Monday, December 15, 2008

TV Marvels at Newspaper Video

TV is looking over its shoulder as the quality of newspaper-produced video is starting to gain on it, judging from this report: "Video Gives Print Media New Game: Newspapers Are Still Learning, But Recent Honors Prove They’re Getting the Hang of It."

It smartly points out the essential differences between videos produced by the respective media.

Some excerpts, which cite examples found on

Talk about respect. That’s what the Detroit Free Press got when it won the News and Documentary Emmy for “40 Years of ‘Respect,’” its video news feature on the history of Aretha Franklin’s iconic song and what it means to the people of Detroit.

The piece beat entries from PBS’ “Frontline” and Web sites for The New York Times and The Washington Post in the category of arts, lifestyle and culture.

The win was emblematic of newspapers’ recent emergence as awards contenders, competing on the same prestigious playing field where traditional broadcast news organizations have been competing for decades. Yet most newspapers have been using video on their Web sites for just the past few years.

“We start with the premise that we’re storytellers, with strong visuals and a compelling story to begin with,” said Nancy Andrews, managing editor for digital media at the Free Press . “We had to learn new skills, but we were also students of the craft.”

Like the Free Press, the Washington Post’s Web site is an awards heavyweight, garnering a multitude of national and local Emmy, Edward R. Murrow and Peabody Award wins and nominations in the past few years. But unlike the Detroit newspaper, whose multimedia team is integrated into the newsroom and varies according to editorial needs, the Post’s video output is generated by an online division separate and distinct from the traditional print newsroom.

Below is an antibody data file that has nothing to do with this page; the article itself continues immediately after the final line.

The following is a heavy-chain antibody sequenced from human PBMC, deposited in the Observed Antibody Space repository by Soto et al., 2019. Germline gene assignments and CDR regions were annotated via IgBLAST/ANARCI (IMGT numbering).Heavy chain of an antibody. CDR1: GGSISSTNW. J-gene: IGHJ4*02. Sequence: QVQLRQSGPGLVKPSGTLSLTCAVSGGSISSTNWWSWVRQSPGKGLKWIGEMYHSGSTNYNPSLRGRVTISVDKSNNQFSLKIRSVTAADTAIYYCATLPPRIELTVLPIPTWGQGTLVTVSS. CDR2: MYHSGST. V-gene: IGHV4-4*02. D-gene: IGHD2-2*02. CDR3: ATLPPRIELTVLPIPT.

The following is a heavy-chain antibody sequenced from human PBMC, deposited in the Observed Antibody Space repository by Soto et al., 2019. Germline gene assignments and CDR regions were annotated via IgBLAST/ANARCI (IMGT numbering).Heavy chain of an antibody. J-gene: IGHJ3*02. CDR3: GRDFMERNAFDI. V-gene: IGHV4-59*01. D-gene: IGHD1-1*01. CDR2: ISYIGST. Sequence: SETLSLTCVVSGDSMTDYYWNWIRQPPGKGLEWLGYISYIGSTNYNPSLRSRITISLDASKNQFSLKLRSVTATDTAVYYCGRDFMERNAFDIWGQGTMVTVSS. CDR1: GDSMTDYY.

“We really wanted to create a narrative voice for our video that was different than that on the broadcast nightly news,” said Tom Kennedy, the managing editor for multimedia at , who previously was the photo director of National Geographic .

The site prides itself on pieces that have more in common with independent filmmaking and documentaries than with traditional, reporter-driven broadcast journalism, pieces like its award-winning coverage of the aftermath of Hurricane Katrina, a look at the causes of childhood obesity, and “Being a Black Man,” a Peabody Award-winning series of videos produced by Ben de la Cruz in 2006.

“We aim for subject-driven narrative, with interactions and dialogue that propel the arc of the narrative and create the throughline of story, and have it told in a natural, fly-on-the-wall way,” Mr. Kennedy said.

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